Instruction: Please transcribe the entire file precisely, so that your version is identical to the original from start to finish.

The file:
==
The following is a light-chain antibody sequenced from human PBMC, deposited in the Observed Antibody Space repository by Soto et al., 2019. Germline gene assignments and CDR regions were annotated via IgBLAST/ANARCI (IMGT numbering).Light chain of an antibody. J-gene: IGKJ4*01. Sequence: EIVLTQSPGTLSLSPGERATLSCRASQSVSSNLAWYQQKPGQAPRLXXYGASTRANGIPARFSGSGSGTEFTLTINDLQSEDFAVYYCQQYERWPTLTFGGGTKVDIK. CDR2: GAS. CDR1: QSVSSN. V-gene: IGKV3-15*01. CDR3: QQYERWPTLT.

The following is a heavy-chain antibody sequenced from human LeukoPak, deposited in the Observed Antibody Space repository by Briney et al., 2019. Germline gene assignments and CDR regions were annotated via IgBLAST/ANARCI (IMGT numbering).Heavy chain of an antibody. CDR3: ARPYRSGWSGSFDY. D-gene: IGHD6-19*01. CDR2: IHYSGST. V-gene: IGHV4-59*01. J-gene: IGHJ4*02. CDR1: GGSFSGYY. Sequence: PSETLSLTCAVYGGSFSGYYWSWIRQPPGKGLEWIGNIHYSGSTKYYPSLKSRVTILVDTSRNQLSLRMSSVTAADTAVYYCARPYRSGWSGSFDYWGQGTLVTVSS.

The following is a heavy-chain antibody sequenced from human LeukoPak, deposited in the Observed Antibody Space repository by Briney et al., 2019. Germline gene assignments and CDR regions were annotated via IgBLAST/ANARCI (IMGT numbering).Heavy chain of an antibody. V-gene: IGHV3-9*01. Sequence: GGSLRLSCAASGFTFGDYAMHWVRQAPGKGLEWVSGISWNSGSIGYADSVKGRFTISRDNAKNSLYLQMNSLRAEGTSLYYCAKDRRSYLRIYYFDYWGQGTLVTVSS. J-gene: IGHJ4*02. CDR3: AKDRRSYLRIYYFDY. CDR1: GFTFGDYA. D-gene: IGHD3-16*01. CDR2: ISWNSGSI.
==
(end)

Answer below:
The following is a light-chain antibody sequenced from human PBMC, deposited in the Observed Antibody Space repository by Soto et al., 2019. Germline gene assignments and CDR regions were annotated via IgBLAST/ANARCI (IMGT numbering).Light chain of an antibody. J-gene: IGKJ4*01. Sequence: EIVLTQSPGTLSLSPGERATLSCRASQSVSSNLAWYQQKPGQAPRLXXYGASTRANGIPARFSGSGSGTEFTLTINDLQSEDFAVYYCQQYERWPTLTFGGGTKVDIK. CDR2: GAS. CDR1: QSVSSN. V-gene: IGKV3-15*01. CDR3: QQYERWPTLT.

The following is a heavy-chain antibody sequenced from human LeukoPak, deposited in the Observed Antibody Space repository by Briney et al., 2019. Germline gene assignments and CDR regions were annotated via IgBLAST/ANARCI (IMGT numbering).Heavy chain of an antibody. CDR3: ARPYRSGWSGSFDY. D-gene: IGHD6-19*01. CDR2: IHYSGST. V-gene: IGHV4-59*01. J-gene: IGHJ4*02. CDR1: GGSFSGYY. Sequence: PSETLSLTCAVYGGSFSGYYWSWIRQPPGKGLEWIGNIHYSGSTKYYPSLKSRVTILVDTSRNQLSLRMSSVTAADTAVYYCARPYRSGWSGSFDYWGQGTLVTVSS.

The following is a heavy-chain antibody sequenced from human LeukoPak, deposited in the Observed Antibody Space repository by Briney et al., 2019. Germline gene assignments and CDR regions were annotated via IgBLAST/ANARCI (IMGT numbering).Heavy chain of an antibody. V-gene: IGHV3-9*01. Sequence: GGSLRLSCAASGFTFGDYAMHWVRQAPGKGLEWVSGISWNSGSIGYADSVKGRFTISRDNAKNSLYLQMNSLRAEGTSLYYCAKDRRSYLRIYYFDYWGQGTLVTVSS. J-gene: IGHJ4*02. CDR3: AKDRRSYLRIYYFDY. CDR1: GFTFGDYA. D-gene: IGHD3-16*01. CDR2: ISWNSGSI.